The war started by Nepal's government and the Maoists on King Gyanendra is now on the verge of boomeranging with the warriors facing a severe blow on Wednesday, when parliament resumes a critical debate.
For the third consecutive day on Wednesday, legislators are arguing over the Maoist demand for immediate abolition of monarchy after the rebels refused to heed Prime Minister Girija Prasad Koirala's request to withdraw their demand and avert a confrontation.
The debate, begun last month, shows no sign of compromise with Maoist supremo Prachanda refusing to abandon the demands and Koirala's Nepali Congress party also saying that it had been as flexible as possible.
Now the countdown has begun to a vote that instead of resolving the dilemma is likely to plunge the country into another crisis.
If the debate is wrapped up on Wednesday and a vote held, the rebels are unlikely to garner a two-third majority, which is required to push their demands through.
Though they are the second largest party in parliament with 84 MPs, so far they have the committed support of only three more legislators from two minor left parties.
To get the required 218 votes in a house of 327 MPs, they must get the support of the Nepali Congress, the largest bloc with 132 legislators.
Since at the start of the debate, the Nepali Congress asked its members to vote against the Maoist proposal, the rebels are likely to face a defeat.
However, they have indicated that they would not accept a drubbing with grace.
The rebels, who gave up their 10-year-long guerrilla war last year and joined the government in April, have warned that if defeated, they would start a new "people's revolt" that, though peaceful, would have a crippling effect.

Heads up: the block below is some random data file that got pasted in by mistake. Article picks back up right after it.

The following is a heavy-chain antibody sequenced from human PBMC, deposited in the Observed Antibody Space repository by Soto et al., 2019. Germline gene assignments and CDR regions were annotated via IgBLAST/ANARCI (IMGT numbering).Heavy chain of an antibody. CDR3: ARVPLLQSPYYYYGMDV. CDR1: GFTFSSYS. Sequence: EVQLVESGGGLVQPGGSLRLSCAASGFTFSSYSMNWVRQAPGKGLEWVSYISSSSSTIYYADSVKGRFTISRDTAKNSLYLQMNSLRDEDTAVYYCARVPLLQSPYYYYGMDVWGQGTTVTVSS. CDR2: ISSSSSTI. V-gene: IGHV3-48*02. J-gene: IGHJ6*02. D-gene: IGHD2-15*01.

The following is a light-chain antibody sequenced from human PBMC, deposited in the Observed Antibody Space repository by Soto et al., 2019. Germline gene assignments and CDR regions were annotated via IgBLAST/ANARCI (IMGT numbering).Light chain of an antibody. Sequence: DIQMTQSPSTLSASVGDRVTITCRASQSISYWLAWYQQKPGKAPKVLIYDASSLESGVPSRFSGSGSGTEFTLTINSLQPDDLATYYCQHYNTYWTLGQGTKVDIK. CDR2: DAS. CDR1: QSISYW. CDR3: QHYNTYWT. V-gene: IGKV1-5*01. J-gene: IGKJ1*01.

They have also cautioned that a defeat could snap their alliance with the ruling parties, which had ended the civil war.
If the guerrillas go on the warpath, it would be impossible for Koirala to hold the critical constituent assembly election.
Earlier scheduled for 2006, Koirala first postponed it to May 2007 and then to November, angering the rebels who left the cabinet in protest and began their own campaign against the election.
As a result, this month, Koirala once again called off the November election indefinitely, losing credibility both at home and abroad and triggering a demand for his ouster.
With the international community and the UN pressurising him to hold the stalled election at the earliest, the reluctant PM has now pledged to hold the exercise in March 2008. If he fails to do so, the very existence of the government would be jeopardised.
The continuing squabbling has come as a reprieve for the king, who would have faced an acute danger of being sacked if the election had been held last year, when his unpopularity ran high after trying to rule the country with the help of the army.
However, the delay in holding the polls has stoked fresh public resentment against the parties, who have a nearly two decade-old record of corruption and incompetence, and made people begin to forget the atrocities of the royal regime.